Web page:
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The Dangers of Lightning During Storms | SERVPRO® of Central Union County

11/18/2019 (Permalink)

lightning strikes in dark stormy sky Having a team on your side after a disaster can help relieve stress. SERVPRO of Central Union County is here to help.

There are many ways in which a thunderstorm can cause damage. Flooding or wind damage are what often come to mind, but it is also important to consider the risks associated with lightning when discussing thunderstorms.

While some storms bring rain and water, every storm is made up of electricity, creating the possibility for lightning even in the absence of precipitation. Lightning bolts can be up to 500,000 degrees, causing damage and even fatalities when they strike. An understanding of what lightning is and how it can be dangerous is extremely helpful in helping homeowners prevent these risks.

How Thunderstorms and Lightning Coexist

All thunderstorms contain the electricity that makes a lightning strike possible. What we know as a lightning strike is actually a rapid burst of electricity that occurs when this charge becomes agitated.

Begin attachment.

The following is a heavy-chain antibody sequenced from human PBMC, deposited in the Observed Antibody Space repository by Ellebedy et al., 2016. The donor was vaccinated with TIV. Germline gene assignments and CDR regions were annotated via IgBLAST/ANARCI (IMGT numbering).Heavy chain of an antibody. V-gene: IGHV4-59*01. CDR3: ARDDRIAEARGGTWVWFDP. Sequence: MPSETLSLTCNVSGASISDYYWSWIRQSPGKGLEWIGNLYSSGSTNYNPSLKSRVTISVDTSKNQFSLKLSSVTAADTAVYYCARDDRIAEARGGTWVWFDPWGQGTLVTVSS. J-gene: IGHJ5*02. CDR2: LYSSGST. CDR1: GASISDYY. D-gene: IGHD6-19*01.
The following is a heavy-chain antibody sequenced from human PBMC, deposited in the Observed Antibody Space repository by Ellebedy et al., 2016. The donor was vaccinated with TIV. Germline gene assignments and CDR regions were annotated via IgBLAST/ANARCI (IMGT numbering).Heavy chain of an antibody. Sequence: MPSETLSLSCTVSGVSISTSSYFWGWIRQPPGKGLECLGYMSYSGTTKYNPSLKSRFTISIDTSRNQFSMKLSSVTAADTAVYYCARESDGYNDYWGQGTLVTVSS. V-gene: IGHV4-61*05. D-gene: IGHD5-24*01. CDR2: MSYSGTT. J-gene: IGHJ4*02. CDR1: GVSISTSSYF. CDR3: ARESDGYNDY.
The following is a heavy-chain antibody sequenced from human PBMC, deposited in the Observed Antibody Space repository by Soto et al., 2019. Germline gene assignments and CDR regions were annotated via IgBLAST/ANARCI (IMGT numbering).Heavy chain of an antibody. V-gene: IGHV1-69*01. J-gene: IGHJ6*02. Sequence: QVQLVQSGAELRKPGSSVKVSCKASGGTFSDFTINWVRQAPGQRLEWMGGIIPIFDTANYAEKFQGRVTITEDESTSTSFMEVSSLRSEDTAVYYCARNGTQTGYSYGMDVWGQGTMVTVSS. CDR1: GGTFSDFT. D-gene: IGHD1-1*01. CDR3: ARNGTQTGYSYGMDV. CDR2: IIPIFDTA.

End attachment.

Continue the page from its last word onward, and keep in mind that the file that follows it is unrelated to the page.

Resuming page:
The atmosphere is not an ideal conductor, which is why lightning tends to strike objects—this creates a less resistant route in getting to the ground. When a home is the object that has been struck, lightning will usually forge this path through water pipes and wiring.

How Lightning Is Dangerous to Homes

While there are many dangers surrounding thunderstorms, there are [three main ones involved with lightning striking a house]:

The risk of fire. One of the biggest dangers of a lightning strike to a house is the fire hazard it causes. Lightning is hot enough to ignite building materials, causing a fire to break out at the point of impact. Additionally, lightning traveling through wires can cause them to fray, creating fire hazards all throughout the home.

The risk of power surges. Because of the electrical charge at play with lightning, it can easily transfer that to the wiring in the home. This is what we call a power surge, which can affect any electronic device plugged in that is not routed through a surge protector.

The risk of shock waves. Shock waves are typically manifested in thunder, but they can also occur at the site of a lightning strike. Shock waves have been known to crack chimneys, break windows and explode cinder blocks, making them extremely hazardous to a home’s structure.

If your home has been affected by storm damages or lightning-related fires, give us a call today!We are experts in damage cleanup and can restore your damage quickly.

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